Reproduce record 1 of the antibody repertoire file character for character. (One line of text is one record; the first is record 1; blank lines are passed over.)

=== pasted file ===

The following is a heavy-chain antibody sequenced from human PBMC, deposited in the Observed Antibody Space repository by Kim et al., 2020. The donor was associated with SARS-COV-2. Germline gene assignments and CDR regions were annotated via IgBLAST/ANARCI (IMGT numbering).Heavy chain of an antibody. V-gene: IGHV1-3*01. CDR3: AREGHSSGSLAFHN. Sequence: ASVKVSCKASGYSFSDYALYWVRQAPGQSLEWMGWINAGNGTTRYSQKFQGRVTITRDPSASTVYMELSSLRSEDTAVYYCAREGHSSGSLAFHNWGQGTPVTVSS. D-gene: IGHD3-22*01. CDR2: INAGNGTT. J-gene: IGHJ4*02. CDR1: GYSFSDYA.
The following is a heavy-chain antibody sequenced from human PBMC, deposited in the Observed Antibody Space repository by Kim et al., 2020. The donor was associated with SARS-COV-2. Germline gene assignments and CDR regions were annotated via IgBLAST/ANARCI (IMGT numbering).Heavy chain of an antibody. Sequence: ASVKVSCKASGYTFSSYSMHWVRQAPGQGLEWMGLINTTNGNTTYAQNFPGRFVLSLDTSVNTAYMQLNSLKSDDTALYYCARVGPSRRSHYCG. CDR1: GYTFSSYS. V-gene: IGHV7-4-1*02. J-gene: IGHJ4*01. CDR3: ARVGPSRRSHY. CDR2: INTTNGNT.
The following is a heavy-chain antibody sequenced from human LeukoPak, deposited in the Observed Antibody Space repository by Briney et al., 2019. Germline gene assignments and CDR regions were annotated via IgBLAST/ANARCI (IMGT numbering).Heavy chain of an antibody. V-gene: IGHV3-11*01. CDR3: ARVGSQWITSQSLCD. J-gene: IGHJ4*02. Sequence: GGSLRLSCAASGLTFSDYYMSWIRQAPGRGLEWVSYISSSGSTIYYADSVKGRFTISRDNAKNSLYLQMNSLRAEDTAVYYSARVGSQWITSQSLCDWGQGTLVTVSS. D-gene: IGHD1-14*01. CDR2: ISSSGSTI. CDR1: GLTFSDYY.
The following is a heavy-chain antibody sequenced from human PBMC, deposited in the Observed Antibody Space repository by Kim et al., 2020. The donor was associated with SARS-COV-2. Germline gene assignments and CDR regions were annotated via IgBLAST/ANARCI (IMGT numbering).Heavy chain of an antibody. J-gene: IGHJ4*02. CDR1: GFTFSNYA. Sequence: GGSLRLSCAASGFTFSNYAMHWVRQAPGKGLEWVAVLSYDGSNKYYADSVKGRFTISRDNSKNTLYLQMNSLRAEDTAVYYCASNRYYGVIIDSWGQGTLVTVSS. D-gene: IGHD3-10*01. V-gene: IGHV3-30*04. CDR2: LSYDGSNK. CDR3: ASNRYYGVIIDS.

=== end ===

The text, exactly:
The following is a heavy-chain antibody sequenced from human PBMC, deposited in the Observed Antibody Space repository by Kim et al., 2020. The donor was associated with SARS-COV-2. Germline gene assignments and CDR regions were annotated via IgBLAST/ANARCI (IMGT numbering).Heavy chain of an antibody. V-gene: IGHV1-3*01. CDR3: AREGHSSGSLAFHN. Sequence: ASVKVSCKASGYSFSDYALYWVRQAPGQSLEWMGWINAGNGTTRYSQKFQGRVTITRDPSASTVYMELSSLRSEDTAVYYCAREGHSSGSLAFHNWGQGTPVTVSS. D-gene: IGHD3-22*01. CDR2: INAGNGTT. J-gene: IGHJ4*02. CDR1: GYSFSDYA.